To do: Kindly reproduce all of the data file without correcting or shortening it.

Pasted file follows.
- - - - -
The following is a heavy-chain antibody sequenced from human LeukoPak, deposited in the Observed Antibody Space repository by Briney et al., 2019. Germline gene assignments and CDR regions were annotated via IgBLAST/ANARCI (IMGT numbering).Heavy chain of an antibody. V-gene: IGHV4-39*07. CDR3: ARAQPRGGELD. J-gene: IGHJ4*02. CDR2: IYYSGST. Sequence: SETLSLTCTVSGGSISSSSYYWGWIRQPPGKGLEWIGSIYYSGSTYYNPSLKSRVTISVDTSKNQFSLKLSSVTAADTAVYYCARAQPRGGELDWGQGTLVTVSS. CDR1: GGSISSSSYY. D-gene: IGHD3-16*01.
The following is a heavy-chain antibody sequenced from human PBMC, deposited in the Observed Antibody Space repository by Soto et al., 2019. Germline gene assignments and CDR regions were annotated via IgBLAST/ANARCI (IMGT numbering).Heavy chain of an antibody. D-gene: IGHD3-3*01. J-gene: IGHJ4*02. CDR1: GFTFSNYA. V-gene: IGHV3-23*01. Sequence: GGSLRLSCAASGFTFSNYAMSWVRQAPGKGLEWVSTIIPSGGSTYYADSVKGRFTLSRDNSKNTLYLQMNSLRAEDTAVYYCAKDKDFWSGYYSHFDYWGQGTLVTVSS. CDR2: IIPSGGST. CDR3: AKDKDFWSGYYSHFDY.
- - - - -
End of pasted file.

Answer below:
The following is a heavy-chain antibody sequenced from human LeukoPak, deposited in the Observed Antibody Space repository by Briney et al., 2019. Germline gene assignments and CDR regions were annotated via IgBLAST/ANARCI (IMGT numbering).Heavy chain of an antibody. V-gene: IGHV4-39*07. CDR3: ARAQPRGGELD. J-gene: IGHJ4*02. CDR2: IYYSGST. Sequence: SETLSLTCTVSGGSISSSSYYWGWIRQPPGKGLEWIGSIYYSGSTYYNPSLKSRVTISVDTSKNQFSLKLSSVTAADTAVYYCARAQPRGGELDWGQGTLVTVSS. CDR1: GGSISSSSYY. D-gene: IGHD3-16*01.
The following is a heavy-chain antibody sequenced from human PBMC, deposited in the Observed Antibody Space repository by Soto et al., 2019. Germline gene assignments and CDR regions were annotated via IgBLAST/ANARCI (IMGT numbering).Heavy chain of an antibody. D-gene: IGHD3-3*01. J-gene: IGHJ4*02. CDR1: GFTFSNYA. V-gene: IGHV3-23*01. Sequence: GGSLRLSCAASGFTFSNYAMSWVRQAPGKGLEWVSTIIPSGGSTYYADSVKGRFTLSRDNSKNTLYLQMNSLRAEDTAVYYCAKDKDFWSGYYSHFDYWGQGTLVTVSS. CDR2: IIPSGGST. CDR3: AKDKDFWSGYYSHFDY.